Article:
Spirit AeroSystems hiked deliveries of aircraft structures in 2023 but still lost $633 million as it continues seeking to right money-losing programmes and address quality concerns.

“Over the past month, we have been working shoulder to shoulder with our customer to take a series of actions to strengthen our systems and processes to accelerate the improvement of our operations,” Spirit chief executive Pat Shanahan says on 6 February. ”The quality and safety of the products we produce is paramount above all.”

Spirit’s top customer, Boeing, disclosed on 4 February it had found non-conformances” in the fuselages of 50 undelivered 737 Max. Spirit supplies 737 fuselages. The issue – the latest in a string of 737 quality problems – involved mis-drilled rivet holes and will force Boeing to delay more 737 Max deliveries, Boeing Commercial Airplanes CEO Stan Deal said.

Spirit 737 assembly-c-Spirit AeroSystems

Source: Spirit AeroSystems

Spirit’s $633 million 2023 loss compares to its loss of $546 million in 2022. But the company did report a solid bump in 2023 revenue, which was up 20% in one year to $6 billion.

That increase aligns with more deliveries by Spirit of aircraft structures. The company delivered structures for 1,418 aircraft, including for 356 737s, in 2023, up 9% from 1,297 – including structures for 281 737s – in 2022. Spirit delivered 104 737 fuselages to Boeing in the fourth quarter, or an average of 34 monthly.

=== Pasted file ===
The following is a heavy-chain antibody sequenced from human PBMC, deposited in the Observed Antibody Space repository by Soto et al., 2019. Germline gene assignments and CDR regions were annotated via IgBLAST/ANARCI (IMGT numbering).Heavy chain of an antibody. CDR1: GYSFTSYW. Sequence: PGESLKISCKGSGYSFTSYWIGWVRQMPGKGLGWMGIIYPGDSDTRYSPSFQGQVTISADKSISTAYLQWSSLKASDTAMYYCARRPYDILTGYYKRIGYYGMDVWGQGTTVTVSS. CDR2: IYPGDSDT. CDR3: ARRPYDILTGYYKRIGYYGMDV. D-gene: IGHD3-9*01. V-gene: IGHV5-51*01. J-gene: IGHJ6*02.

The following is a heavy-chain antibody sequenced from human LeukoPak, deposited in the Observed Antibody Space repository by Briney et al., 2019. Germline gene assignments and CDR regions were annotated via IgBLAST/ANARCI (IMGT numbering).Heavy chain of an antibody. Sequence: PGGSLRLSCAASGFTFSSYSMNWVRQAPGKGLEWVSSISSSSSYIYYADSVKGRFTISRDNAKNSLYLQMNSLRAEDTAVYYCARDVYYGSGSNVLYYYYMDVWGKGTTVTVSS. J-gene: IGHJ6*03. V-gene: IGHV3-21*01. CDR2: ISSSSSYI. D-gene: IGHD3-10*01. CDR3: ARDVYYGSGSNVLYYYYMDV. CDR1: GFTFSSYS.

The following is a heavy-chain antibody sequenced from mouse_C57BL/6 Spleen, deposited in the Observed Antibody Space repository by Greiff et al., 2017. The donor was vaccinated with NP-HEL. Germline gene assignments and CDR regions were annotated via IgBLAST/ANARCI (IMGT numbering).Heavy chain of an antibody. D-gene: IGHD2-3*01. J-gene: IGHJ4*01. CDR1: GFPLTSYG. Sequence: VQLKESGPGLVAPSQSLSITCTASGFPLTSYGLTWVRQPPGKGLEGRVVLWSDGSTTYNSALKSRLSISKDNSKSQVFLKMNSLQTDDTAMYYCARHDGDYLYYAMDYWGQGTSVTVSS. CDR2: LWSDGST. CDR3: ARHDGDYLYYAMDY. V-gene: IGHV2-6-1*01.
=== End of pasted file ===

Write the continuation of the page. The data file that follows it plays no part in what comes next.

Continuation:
The company’s commercial aircraft business turned a $49 million operating profit in 2023, compared to an $83 million operating loss in 2022.

Spirit has been hammered in recent quarters not only by 737 issues but also by struggles with its other aircraft programmes. Shanahan, who become CEO in October last year, specifically called out Spirit’s composite structures manufacturing as being more difficult than expected.

Spirit on 6 February did not disclose financial guidance for 2024, citing the Federal Aviation Administration’s decisions, following a 5 January 737 Max 9 door-plug failure, to prohibit further 737 Max production rate increases.

“The [fourth-quarter result] highlights the considerable amount that remains to be done, rather than progress since the [third-quarter] report,” says a 6 February analyst note from JPMorgan.

Spirit swing to a $58.8 million profit in the fourth quarter, compared to a $244 million loss in the same period of 2022. That profit partly reflects a reversal by Spirit of previously recorded forward losses on its 787 work. Spirit reversed the losses after reaching a revised financial and production agreement with Boeing.

It has also been seeking a new agreement with Airbus but has not disclosed progress toward that goal.